Musings: Writing As Sustenance

It’s a special time of day: I’m sitting in the breakfast “nook” in my kitchen in early morning, sipping chai tea, listening to Yaz (and wondering if the song “Only You ” reminds me more of The [British] Office or Fringe) and letting the creative juices flow. I luxuriate in the quiet and solitude, knowing that – right now – the Oxford comma rules supreme here. After years of trying different professional roles, I’ve finally come to the point where I realize that I am, first and foremost, a writer…and everything else will be inextricably interwoven with that identity.

The arguably cheesy career advice about doing what you do best actually has a grain of truth to it; I’ve always excelled in writing and English-related academic work, and it’s always felt nearly effortless. Yet, strangely, it’s taken me a long time to conclude that I’m supposed to be writing, and that I should try to make a living doing it.

I think many of us may buy into the idea that even if you do work that doesn’t feed your soul, you can still find ways to fulfill your desire to do what you need to do by finding creative ways to use your skill/talent; for example, by looking for ways to do the work informally. I’ve done that, often by volunteering where I’ve seen a need…like editing and revising the written work of others to make it more grammatically correct, appealing, and concise. While I didn’t hold an “editor” title, I did just that – edited others’ work (including marketing collateral copy in a highly regulated environment, sometimes quite an interesting challenge) – without formal recognition. I suspect I may have tread on some copywriters’ toes in doing so, perceived to be playing in their “sandbox”. I also frequently offered to edit colleagues’ business communications, including those of (other) senior leaders.

Lest it should seem like bragging, I want to clarify my motivation: for others, writing seemed like a task they didn’t enjoy, one that they just wanted to be done with; for me, both the process and the results are enjoyable, and I wanted communications (emails, correspondence, presentations, collateral) representing my organization to look as professional and be as clear as possible…to be excellent in quality.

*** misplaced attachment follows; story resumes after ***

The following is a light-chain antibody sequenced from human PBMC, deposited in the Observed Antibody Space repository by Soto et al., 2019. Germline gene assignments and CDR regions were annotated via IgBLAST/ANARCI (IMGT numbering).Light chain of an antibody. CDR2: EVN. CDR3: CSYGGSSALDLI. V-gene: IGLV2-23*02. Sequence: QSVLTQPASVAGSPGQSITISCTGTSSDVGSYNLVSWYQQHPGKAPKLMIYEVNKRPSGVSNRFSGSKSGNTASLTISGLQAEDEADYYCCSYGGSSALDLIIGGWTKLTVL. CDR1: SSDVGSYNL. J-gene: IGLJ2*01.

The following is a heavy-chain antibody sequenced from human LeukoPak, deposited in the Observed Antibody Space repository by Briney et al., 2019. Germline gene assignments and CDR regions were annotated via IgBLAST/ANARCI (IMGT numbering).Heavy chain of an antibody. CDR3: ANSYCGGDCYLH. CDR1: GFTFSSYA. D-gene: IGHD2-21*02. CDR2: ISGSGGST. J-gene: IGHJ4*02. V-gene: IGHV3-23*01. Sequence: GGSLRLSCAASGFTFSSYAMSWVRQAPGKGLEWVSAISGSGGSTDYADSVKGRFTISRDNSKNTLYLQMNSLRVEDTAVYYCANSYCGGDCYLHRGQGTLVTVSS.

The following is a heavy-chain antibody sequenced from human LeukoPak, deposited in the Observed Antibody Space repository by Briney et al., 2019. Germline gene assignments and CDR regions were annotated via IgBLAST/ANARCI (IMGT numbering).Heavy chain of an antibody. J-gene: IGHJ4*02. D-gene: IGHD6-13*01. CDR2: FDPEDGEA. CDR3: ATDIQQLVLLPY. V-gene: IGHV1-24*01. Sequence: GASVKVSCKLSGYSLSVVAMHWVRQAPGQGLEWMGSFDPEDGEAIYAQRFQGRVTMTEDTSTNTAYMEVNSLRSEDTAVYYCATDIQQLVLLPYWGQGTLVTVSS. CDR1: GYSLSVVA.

It doesn’t seem to me like striving for excellence should be viewed negatively…and yet it was. As a leader, I was told that a direct report’s work should just be accepted as it was – not to my standards – because it was “good enough”. Good enough?? I’d offered suggestions regarding revising the content, including explanations for the edits…but they weren’t dictates. My expectations were clear: work representing my department should be of the highest quality, with accurate content and correct spelling, grammar, punctuation, and where possible, creativity; yet, perversely, my boss seemed to think that my standards were too high. So much for excellence.

And I make no apologies for having an expansive vocabulary and being a good speller – I read, a lot, and was a serious bookworm while growing up, and I’ve studied other languages…all of which help with vocabulary and spelling (other languages provide etymology clues). Plus, I’m just enchanted by language and writing. No coercion needed. If I use a polysyllabic word you don’t know, look it up and learn it. Learning should never end.

I think it’s my reverence for language that fuels the need to write. Recently, I wore a humorous t-shirt (about the importance of commas) to a business and was asked about it – what came out of my mouth was “I’m an English fan.” I’ve thought about that response at length since then, and realize that it’s true: I ❤️ English, and language in general. I wish I had a compelling reason to write an essay, a book report, a poem, or a song, every day…but sometimes, it’s a challenge finding the time to do it. As I sit and create, I feel my mind working like a well-oiled machine (purring like a high-performance engine?). I sometimes need to dig for just the right word, but it’s always there, along with its bethren. Petrichor? Senescence? Logophilia? Sure, and many more.

Not long ago, someone I had just met asked what I do for a living. I said that I’m a writer (“farmer-poet” might technically be more accurate, though neither really pays the bills). No, I haven’t written a book yet (though I’ve been encouraged to), and I lack the ideal writer’s “pedigree” (I doubt I’m alone in thinking we place far too much stock in those). I’m reframing how I look at my natural abilities and acquired skills – while I was very good at what I used to do for work, it didn’t imbue me with the delight that writing consistently does. For me, writing isn’t just intellectually stimulating or therapeutic – it’s necessary. I am a writer. Existentially: scribo, ergo sum?

In my continuing quest to see and create beauty, I aspire to write something that is enjoyed not just by me, but also by other readers. I’m beginning to appreciate the value of writing down story ideas as they come, even writing a bit of the story while it’s still fresh in my mind as a prompt for what I hope will follow. I’m particularly excited about an idea that came to me in the wee hours, while I should have been asleep in bed but was, instead, scowling at the light from the very bright moon coming in around the curtains and letting an idea play out in my mind. It wasn’t a complete waste of time (insomnia), after all. And, make no mistake: I will write.

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